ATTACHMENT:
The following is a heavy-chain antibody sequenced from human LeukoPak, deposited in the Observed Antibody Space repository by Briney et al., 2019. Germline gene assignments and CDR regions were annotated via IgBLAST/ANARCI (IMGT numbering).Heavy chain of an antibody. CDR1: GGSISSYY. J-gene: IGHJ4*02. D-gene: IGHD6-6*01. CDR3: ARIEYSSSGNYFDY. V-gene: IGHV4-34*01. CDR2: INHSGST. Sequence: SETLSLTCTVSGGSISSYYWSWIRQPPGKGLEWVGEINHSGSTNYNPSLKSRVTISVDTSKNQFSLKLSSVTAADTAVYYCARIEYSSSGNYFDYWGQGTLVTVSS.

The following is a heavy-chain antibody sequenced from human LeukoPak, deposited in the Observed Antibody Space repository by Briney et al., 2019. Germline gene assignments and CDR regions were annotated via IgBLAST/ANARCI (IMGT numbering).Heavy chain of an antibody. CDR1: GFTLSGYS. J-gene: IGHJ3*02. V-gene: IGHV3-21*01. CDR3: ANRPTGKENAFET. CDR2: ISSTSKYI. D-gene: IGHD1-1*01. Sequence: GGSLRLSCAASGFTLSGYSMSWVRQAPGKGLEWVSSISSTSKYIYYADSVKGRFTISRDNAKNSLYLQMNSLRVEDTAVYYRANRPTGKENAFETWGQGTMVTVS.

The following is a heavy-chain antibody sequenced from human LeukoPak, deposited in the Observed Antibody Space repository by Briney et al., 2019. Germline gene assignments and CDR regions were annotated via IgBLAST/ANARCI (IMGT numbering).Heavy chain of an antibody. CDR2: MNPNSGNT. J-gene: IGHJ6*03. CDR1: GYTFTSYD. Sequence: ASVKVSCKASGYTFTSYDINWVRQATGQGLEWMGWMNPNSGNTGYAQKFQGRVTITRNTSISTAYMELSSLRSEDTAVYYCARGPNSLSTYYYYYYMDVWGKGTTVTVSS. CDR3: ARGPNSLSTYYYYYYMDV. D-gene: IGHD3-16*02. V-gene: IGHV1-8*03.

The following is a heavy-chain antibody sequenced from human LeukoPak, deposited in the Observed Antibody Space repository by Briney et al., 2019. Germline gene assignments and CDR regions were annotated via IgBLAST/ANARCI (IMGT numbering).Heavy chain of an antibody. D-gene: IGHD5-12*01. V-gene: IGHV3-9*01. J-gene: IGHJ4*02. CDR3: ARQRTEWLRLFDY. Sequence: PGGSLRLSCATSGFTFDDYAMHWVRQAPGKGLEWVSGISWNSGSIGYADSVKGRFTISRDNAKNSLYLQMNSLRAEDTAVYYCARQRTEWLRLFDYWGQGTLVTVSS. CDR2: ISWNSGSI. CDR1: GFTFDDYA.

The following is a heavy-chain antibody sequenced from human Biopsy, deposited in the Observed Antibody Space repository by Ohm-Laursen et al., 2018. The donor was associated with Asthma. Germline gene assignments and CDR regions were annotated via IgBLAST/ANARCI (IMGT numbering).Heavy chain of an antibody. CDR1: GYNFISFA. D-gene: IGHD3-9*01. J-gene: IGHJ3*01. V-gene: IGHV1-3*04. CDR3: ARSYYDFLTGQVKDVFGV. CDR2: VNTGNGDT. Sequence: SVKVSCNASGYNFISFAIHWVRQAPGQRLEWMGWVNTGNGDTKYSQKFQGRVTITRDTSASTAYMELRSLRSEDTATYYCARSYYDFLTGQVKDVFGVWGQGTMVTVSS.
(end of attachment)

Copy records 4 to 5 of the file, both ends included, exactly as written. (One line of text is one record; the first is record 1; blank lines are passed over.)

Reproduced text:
The following is a heavy-chain antibody sequenced from human LeukoPak, deposited in the Observed Antibody Space repository by Briney et al., 2019. Germline gene assignments and CDR regions were annotated via IgBLAST/ANARCI (IMGT numbering).Heavy chain of an antibody. D-gene: IGHD5-12*01. V-gene: IGHV3-9*01. J-gene: IGHJ4*02. CDR3: ARQRTEWLRLFDY. Sequence: PGGSLRLSCATSGFTFDDYAMHWVRQAPGKGLEWVSGISWNSGSIGYADSVKGRFTISRDNAKNSLYLQMNSLRAEDTAVYYCARQRTEWLRLFDYWGQGTLVTVSS. CDR2: ISWNSGSI. CDR1: GFTFDDYA.

The following is a heavy-chain antibody sequenced from human Biopsy, deposited in the Observed Antibody Space repository by Ohm-Laursen et al., 2018. The donor was associated with Asthma. Germline gene assignments and CDR regions were annotated via IgBLAST/ANARCI (IMGT numbering).Heavy chain of an antibody. CDR1: GYNFISFA. D-gene: IGHD3-9*01. J-gene: IGHJ3*01. V-gene: IGHV1-3*04. CDR3: ARSYYDFLTGQVKDVFGV. CDR2: VNTGNGDT. Sequence: SVKVSCNASGYNFISFAIHWVRQAPGQRLEWMGWVNTGNGDTKYSQKFQGRVTITRDTSASTAYMELRSLRSEDTATYYCARSYYDFLTGQVKDVFGVWGQGTMVTVSS.